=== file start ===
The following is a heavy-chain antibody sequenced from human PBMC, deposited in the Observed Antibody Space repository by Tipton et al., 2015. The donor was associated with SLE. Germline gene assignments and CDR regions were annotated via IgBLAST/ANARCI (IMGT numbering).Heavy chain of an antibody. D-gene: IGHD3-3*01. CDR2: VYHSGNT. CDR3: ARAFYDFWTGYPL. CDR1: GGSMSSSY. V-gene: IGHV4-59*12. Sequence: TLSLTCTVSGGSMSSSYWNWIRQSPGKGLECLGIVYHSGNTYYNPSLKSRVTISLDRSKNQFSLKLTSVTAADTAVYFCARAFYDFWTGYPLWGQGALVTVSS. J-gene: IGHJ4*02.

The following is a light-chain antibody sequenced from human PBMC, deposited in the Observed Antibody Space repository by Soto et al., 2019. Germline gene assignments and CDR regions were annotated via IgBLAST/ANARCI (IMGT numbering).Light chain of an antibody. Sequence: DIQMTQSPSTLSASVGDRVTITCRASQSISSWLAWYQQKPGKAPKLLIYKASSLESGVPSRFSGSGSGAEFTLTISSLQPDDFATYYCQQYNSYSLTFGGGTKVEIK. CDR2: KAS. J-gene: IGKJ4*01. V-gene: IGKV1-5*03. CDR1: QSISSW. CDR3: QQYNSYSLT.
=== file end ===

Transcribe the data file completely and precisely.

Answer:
The following is a heavy-chain antibody sequenced from human PBMC, deposited in the Observed Antibody Space repository by Tipton et al., 2015. The donor was associated with SLE. Germline gene assignments and CDR regions were annotated via IgBLAST/ANARCI (IMGT numbering).Heavy chain of an antibody. D-gene: IGHD3-3*01. CDR2: VYHSGNT. CDR3: ARAFYDFWTGYPL. CDR1: GGSMSSSY. V-gene: IGHV4-59*12. Sequence: TLSLTCTVSGGSMSSSYWNWIRQSPGKGLECLGIVYHSGNTYYNPSLKSRVTISLDRSKNQFSLKLTSVTAADTAVYFCARAFYDFWTGYPLWGQGALVTVSS. J-gene: IGHJ4*02.

The following is a light-chain antibody sequenced from human PBMC, deposited in the Observed Antibody Space repository by Soto et al., 2019. Germline gene assignments and CDR regions were annotated via IgBLAST/ANARCI (IMGT numbering).Light chain of an antibody. Sequence: DIQMTQSPSTLSASVGDRVTITCRASQSISSWLAWYQQKPGKAPKLLIYKASSLESGVPSRFSGSGSGAEFTLTISSLQPDDFATYYCQQYNSYSLTFGGGTKVEIK. CDR2: KAS. J-gene: IGKJ4*01. V-gene: IGKV1-5*03. CDR1: QSISSW. CDR3: QQYNSYSLT.